First telegraphic message sent in 1851

Please note that this text is an extract from a reference work written in 1990.  As a result, some of the content may not reflect recent research, changes and events.

a) TELEGRAPHS: The first telegraphic message from Brighton to London was sent on 11 January 1851 by the Electric and International Telegraph Company from Brighton Station , and less than a month later, on 1 February, they opened the first telegraph-office at the Royal York Hotel . A rival service was offered by the London, Brighton and South Coast Railway Company with a system which linked their stations. In 1856 Electric and International Telegraph moved their office to 18 Old Steine , formerly Donaldson’s Library, and opened a second office at the Bedford Hotel on 1 July 1865; this was removed to the eastern toll-house of the West Pier in 1867, the same year as a third office opened at Burlington Street .
In 1867 also, the British and Irish Magnetic Telegraph Company extended a wire from the South-Eastern Railway at Battle to offices at 1 Castle Square and the Grand Hotel. On 5 February 1870, however, the two companies’ plant was statutorily purchased by the General Post Office which then extended the network throughout Sussex and developed Brighton into a large telegraphic centre handling some 110,000 messages a year. The Head Post-Office in Ship Street also handled telegraphs from 1871, and it became the Head Telegraph-Office in 1877 with Old Steine reduced to a branch office. By 1880 there were eleven telegraph-offices in Brighton plus the railway stations, and nearly half a million messages were handled. Other branch offices opened at Western Road, Hove, in June 1885; College Road in August 1888; and Cannon Place in June 1891, replacing the West Pier office. In 1891, when delivery charges in large towns were abolished, over 1.5 million messages were handled, and the telegraph service continued to grow until the universal introduction of telephones in the first half of the twentieth century. {15}

b) TELEPHONES: Magnus Volk , the local inventor, was the first person to use telephonic communication in Brighton when he connected his house at 40 Preston Road to a friend’s in nearby Springfield Road; soon after, he was appointed the local agent of the United Telephone Company. An exchange for the company was opened in 1882 at 48 West Street, the first on the south coast, and business increased rapidly when Brighton was connected to the London network in December 1884. In 1889 the principal companies throughout the country amalgamated to form the National Telephone Company, and in 1892 there were National exchanges at Brighton, West Brighton, Kemp Town, Preston, and Rottingdean. In 1896 however, all trunk-lines were statutorily transferred to the General Post Office (G.P.O.) with the National company left to operate only within specified exchange areas. By 1905 there were 3,002 National subscribers in Brighton.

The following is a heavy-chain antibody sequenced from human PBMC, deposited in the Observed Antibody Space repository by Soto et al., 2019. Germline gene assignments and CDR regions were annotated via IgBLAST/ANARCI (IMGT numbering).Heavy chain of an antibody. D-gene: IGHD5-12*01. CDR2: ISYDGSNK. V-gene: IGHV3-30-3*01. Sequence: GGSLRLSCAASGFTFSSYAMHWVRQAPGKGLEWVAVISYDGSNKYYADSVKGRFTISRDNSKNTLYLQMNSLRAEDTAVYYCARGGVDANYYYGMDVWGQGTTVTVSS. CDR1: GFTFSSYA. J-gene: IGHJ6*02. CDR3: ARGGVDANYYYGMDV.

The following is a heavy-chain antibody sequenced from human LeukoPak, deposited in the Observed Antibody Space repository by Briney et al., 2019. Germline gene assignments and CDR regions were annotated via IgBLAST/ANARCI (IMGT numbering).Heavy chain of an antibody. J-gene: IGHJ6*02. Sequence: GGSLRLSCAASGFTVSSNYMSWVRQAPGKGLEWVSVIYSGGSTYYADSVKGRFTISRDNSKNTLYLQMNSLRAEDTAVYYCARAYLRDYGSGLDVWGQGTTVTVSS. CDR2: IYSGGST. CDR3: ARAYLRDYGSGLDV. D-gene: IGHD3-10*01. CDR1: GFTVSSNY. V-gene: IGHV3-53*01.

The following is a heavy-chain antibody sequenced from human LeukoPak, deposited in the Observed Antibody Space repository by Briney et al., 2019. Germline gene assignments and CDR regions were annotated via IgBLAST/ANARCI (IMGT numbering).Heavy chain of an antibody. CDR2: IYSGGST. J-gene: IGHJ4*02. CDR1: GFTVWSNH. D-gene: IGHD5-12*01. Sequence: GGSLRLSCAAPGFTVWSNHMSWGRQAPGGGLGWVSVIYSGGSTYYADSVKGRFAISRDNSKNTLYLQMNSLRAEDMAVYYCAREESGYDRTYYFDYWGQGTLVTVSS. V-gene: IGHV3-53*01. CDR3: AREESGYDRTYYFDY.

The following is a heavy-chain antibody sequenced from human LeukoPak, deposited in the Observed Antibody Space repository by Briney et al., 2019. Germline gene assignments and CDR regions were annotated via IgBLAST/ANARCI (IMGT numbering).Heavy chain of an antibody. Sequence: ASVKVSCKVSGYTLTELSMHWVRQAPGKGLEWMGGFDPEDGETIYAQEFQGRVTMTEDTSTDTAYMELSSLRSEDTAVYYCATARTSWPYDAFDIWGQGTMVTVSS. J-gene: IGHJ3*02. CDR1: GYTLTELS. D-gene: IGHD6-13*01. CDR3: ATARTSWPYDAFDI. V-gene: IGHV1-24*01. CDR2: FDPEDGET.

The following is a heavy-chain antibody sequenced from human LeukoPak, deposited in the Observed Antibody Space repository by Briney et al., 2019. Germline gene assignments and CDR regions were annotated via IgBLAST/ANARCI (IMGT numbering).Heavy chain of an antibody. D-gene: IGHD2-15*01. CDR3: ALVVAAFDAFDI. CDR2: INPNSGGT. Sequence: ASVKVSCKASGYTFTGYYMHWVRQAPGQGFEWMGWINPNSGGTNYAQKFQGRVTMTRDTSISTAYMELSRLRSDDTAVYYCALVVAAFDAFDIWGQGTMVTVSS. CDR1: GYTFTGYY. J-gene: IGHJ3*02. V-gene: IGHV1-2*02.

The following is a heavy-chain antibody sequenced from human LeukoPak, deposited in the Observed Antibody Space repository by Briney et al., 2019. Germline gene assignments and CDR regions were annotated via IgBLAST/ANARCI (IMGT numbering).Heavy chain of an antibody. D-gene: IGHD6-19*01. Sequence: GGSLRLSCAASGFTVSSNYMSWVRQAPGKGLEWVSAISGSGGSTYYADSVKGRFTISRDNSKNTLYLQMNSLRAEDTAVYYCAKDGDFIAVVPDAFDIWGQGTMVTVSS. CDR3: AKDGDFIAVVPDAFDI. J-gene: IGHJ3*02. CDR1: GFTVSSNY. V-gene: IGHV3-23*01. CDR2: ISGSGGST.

The corporation was also keen to be involved in the new technology and at the end of 1903 the mayor, John Buckwell, inaugurated a municipal telephone system with an exchange in Palace Place; by March 1904 it had 750 subscribers. In 1905 the municipal system was licensed to operate over 120 square miles from Rottingdean to Shoreham and inland to Burgess Hill. However, the corporation’s system, with 1,404 subscribers, was sold to the G.P.O. for £49,000 in October 1906, and when the G.P.O. also took over the National Telephone Company on 1 January 1912, their monopoly was established.
On 12 November 1927 six new, automatic exchanges opened at Brighton (above North Road sorting-office), Hove (Holland Road), Preston (Bavant Road), Rottingdean (Park Road), Portslade, and Southwick, serving a total of 6,124 subscribers. This equipment was operational until October 1959 when, with 36,000 subscribers, the Brighton Central exchange was replaced by new exchanges at Hove, Kemp Town (Freshfield Road), and at Withdean Grange in London Road which was developed as the principal exchange; the Preston exchange closed in 1968. By 1988 there were some 70,000 subscribers in the Brighton area, and in June of that year Kemp Town became the first local exchange to change to digital operation, with others following over the next few months.
The traditional red ‘K6’-style telephone kiosks, designed in 1935 by Sir Giles Gilbert Scott, have been mostly replaced with nondescript new kiosks, but a number in Brighton in sensitive locations have been preserved by including them on the list of buildings of special architectural interest. These listed boxes will be found at Dyke Road (opposite St Nicholas’s Church ); New Road; Pelham Square ; Powis Square; St Peter’s Place; Upper North Street ; and Vicarage Lane, Rottingdean . {44,115,123,171,189}

Any numerical cross-references in the text above refer to resources in the Sources and Bibliography section of the Encyclopaedia of Brighton by Tim Carder.

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